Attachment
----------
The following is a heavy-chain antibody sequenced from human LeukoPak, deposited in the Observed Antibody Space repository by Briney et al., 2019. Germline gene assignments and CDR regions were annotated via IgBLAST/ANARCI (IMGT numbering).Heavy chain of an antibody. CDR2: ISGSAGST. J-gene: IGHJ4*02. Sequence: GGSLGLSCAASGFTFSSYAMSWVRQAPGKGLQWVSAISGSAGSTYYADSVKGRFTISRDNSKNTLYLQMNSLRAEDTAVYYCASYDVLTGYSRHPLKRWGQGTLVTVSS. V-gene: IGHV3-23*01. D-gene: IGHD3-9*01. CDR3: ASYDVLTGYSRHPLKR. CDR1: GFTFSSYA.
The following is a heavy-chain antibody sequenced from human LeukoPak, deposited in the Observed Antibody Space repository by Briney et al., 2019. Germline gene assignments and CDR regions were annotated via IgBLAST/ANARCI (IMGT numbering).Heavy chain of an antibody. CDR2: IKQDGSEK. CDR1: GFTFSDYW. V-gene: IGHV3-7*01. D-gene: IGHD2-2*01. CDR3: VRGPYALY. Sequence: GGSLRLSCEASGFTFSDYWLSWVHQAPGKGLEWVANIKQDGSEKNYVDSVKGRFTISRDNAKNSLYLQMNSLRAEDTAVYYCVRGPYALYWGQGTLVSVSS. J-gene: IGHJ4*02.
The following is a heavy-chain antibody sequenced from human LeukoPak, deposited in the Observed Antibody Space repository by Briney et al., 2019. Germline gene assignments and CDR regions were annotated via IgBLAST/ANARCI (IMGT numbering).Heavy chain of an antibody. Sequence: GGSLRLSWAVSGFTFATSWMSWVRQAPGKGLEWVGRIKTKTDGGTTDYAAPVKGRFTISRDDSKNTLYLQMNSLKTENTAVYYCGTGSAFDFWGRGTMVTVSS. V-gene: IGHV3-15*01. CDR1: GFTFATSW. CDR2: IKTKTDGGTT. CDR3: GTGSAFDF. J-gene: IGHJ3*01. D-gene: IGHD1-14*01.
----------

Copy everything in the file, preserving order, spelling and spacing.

The following is a heavy-chain antibody sequenced from human LeukoPak, deposited in the Observed Antibody Space repository by Briney et al., 2019. Germline gene assignments and CDR regions were annotated via IgBLAST/ANARCI (IMGT numbering).Heavy chain of an antibody. CDR2: ISGSAGST. J-gene: IGHJ4*02. Sequence: GGSLGLSCAASGFTFSSYAMSWVRQAPGKGLQWVSAISGSAGSTYYADSVKGRFTISRDNSKNTLYLQMNSLRAEDTAVYYCASYDVLTGYSRHPLKRWGQGTLVTVSS. V-gene: IGHV3-23*01. D-gene: IGHD3-9*01. CDR3: ASYDVLTGYSRHPLKR. CDR1: GFTFSSYA.
The following is a heavy-chain antibody sequenced from human LeukoPak, deposited in the Observed Antibody Space repository by Briney et al., 2019. Germline gene assignments and CDR regions were annotated via IgBLAST/ANARCI (IMGT numbering).Heavy chain of an antibody. CDR2: IKQDGSEK. CDR1: GFTFSDYW. V-gene: IGHV3-7*01. D-gene: IGHD2-2*01. CDR3: VRGPYALY. Sequence: GGSLRLSCEASGFTFSDYWLSWVHQAPGKGLEWVANIKQDGSEKNYVDSVKGRFTISRDNAKNSLYLQMNSLRAEDTAVYYCVRGPYALYWGQGTLVSVSS. J-gene: IGHJ4*02.
The following is a heavy-chain antibody sequenced from human LeukoPak, deposited in the Observed Antibody Space repository by Briney et al., 2019. Germline gene assignments and CDR regions were annotated via IgBLAST/ANARCI (IMGT numbering).Heavy chain of an antibody. Sequence: GGSLRLSWAVSGFTFATSWMSWVRQAPGKGLEWVGRIKTKTDGGTTDYAAPVKGRFTISRDDSKNTLYLQMNSLKTENTAVYYCGTGSAFDFWGRGTMVTVSS. V-gene: IGHV3-15*01. CDR1: GFTFATSW. CDR2: IKTKTDGGTT. CDR3: GTGSAFDF. J-gene: IGHJ3*01. D-gene: IGHD1-14*01.